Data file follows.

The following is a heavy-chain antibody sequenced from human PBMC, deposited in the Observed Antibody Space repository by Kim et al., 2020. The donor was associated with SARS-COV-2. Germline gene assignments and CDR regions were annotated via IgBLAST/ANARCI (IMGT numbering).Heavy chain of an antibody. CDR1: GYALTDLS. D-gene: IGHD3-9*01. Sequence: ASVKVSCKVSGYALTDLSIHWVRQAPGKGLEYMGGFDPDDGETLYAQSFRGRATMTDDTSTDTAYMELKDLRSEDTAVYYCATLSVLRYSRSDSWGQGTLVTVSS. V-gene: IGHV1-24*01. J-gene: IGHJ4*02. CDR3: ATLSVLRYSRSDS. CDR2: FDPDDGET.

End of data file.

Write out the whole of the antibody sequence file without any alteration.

The following is a heavy-chain antibody sequenced from human PBMC, deposited in the Observed Antibody Space repository by Kim et al., 2020. The donor was associated with SARS-COV-2. Germline gene assignments and CDR regions were annotated via IgBLAST/ANARCI (IMGT numbering).Heavy chain of an antibody. CDR1: GYALTDLS. D-gene: IGHD3-9*01. Sequence: ASVKVSCKVSGYALTDLSIHWVRQAPGKGLEYMGGFDPDDGETLYAQSFRGRATMTDDTSTDTAYMELKDLRSEDTAVYYCATLSVLRYSRSDSWGQGTLVTVSS. V-gene: IGHV1-24*01. J-gene: IGHJ4*02. CDR3: ATLSVLRYSRSDS. CDR2: FDPDDGET.